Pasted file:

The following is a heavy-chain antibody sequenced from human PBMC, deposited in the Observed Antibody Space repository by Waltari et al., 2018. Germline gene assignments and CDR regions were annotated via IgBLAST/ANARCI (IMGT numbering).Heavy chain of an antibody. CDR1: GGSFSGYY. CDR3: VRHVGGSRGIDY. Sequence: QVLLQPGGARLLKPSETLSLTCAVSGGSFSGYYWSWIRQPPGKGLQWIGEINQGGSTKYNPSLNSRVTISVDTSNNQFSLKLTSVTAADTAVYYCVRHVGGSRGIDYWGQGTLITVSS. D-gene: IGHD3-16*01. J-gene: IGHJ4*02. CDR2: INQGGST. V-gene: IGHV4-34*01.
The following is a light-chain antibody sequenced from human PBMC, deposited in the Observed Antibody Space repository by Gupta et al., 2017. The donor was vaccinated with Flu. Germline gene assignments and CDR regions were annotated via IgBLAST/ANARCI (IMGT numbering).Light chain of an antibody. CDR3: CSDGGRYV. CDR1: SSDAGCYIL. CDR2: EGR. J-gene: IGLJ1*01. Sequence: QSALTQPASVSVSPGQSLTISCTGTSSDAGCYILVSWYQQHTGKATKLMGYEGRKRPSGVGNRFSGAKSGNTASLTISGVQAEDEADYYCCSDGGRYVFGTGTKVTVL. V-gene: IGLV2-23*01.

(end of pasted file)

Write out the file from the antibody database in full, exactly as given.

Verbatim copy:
The following is a heavy-chain antibody sequenced from human PBMC, deposited in the Observed Antibody Space repository by Waltari et al., 2018. Germline gene assignments and CDR regions were annotated via IgBLAST/ANARCI (IMGT numbering).Heavy chain of an antibody. CDR1: GGSFSGYY. CDR3: VRHVGGSRGIDY. Sequence: QVLLQPGGARLLKPSETLSLTCAVSGGSFSGYYWSWIRQPPGKGLQWIGEINQGGSTKYNPSLNSRVTISVDTSNNQFSLKLTSVTAADTAVYYCVRHVGGSRGIDYWGQGTLITVSS. D-gene: IGHD3-16*01. J-gene: IGHJ4*02. CDR2: INQGGST. V-gene: IGHV4-34*01.
The following is a light-chain antibody sequenced from human PBMC, deposited in the Observed Antibody Space repository by Gupta et al., 2017. The donor was vaccinated with Flu. Germline gene assignments and CDR regions were annotated via IgBLAST/ANARCI (IMGT numbering).Light chain of an antibody. CDR3: CSDGGRYV. CDR1: SSDAGCYIL. CDR2: EGR. J-gene: IGLJ1*01. Sequence: QSALTQPASVSVSPGQSLTISCTGTSSDAGCYILVSWYQQHTGKATKLMGYEGRKRPSGVGNRFSGAKSGNTASLTISGVQAEDEADYYCCSDGGRYVFGTGTKVTVL. V-gene: IGLV2-23*01.